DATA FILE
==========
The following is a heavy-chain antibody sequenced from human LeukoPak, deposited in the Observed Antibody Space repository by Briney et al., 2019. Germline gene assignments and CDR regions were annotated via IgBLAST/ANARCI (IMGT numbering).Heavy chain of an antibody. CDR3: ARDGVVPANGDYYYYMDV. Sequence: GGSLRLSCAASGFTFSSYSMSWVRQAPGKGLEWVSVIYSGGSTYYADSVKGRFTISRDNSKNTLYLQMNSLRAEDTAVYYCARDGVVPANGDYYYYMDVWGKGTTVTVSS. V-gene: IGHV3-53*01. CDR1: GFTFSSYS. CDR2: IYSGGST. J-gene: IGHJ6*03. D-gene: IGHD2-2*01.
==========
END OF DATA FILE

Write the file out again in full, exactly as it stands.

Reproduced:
The following is a heavy-chain antibody sequenced from human LeukoPak, deposited in the Observed Antibody Space repository by Briney et al., 2019. Germline gene assignments and CDR regions were annotated via IgBLAST/ANARCI (IMGT numbering).Heavy chain of an antibody. CDR3: ARDGVVPANGDYYYYMDV. Sequence: GGSLRLSCAASGFTFSSYSMSWVRQAPGKGLEWVSVIYSGGSTYYADSVKGRFTISRDNSKNTLYLQMNSLRAEDTAVYYCARDGVVPANGDYYYYMDVWGKGTTVTVSS. V-gene: IGHV3-53*01. CDR1: GFTFSSYS. CDR2: IYSGGST. J-gene: IGHJ6*03. D-gene: IGHD2-2*01.